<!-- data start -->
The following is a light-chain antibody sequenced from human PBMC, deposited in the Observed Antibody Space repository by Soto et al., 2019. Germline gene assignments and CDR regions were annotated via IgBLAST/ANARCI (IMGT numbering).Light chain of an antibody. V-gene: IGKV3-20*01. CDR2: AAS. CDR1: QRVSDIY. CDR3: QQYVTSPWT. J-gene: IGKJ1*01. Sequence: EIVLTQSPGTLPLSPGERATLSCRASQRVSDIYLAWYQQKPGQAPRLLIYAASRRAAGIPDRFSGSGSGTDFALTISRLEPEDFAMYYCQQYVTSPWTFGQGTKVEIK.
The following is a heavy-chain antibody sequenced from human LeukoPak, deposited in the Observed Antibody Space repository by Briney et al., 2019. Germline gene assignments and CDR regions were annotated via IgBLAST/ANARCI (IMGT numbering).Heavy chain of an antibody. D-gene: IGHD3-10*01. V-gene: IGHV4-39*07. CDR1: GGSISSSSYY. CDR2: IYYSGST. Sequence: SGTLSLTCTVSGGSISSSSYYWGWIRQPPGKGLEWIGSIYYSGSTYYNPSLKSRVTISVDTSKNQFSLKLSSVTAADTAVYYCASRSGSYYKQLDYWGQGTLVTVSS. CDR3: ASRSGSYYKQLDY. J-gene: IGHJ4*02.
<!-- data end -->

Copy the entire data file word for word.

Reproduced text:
The following is a light-chain antibody sequenced from human PBMC, deposited in the Observed Antibody Space repository by Soto et al., 2019. Germline gene assignments and CDR regions were annotated via IgBLAST/ANARCI (IMGT numbering).Light chain of an antibody. V-gene: IGKV3-20*01. CDR2: AAS. CDR1: QRVSDIY. CDR3: QQYVTSPWT. J-gene: IGKJ1*01. Sequence: EIVLTQSPGTLPLSPGERATLSCRASQRVSDIYLAWYQQKPGQAPRLLIYAASRRAAGIPDRFSGSGSGTDFALTISRLEPEDFAMYYCQQYVTSPWTFGQGTKVEIK.
The following is a heavy-chain antibody sequenced from human LeukoPak, deposited in the Observed Antibody Space repository by Briney et al., 2019. Germline gene assignments and CDR regions were annotated via IgBLAST/ANARCI (IMGT numbering).Heavy chain of an antibody. D-gene: IGHD3-10*01. V-gene: IGHV4-39*07. CDR1: GGSISSSSYY. CDR2: IYYSGST. Sequence: SGTLSLTCTVSGGSISSSSYYWGWIRQPPGKGLEWIGSIYYSGSTYYNPSLKSRVTISVDTSKNQFSLKLSSVTAADTAVYYCASRSGSYYKQLDYWGQGTLVTVSS. CDR3: ASRSGSYYKQLDY. J-gene: IGHJ4*02.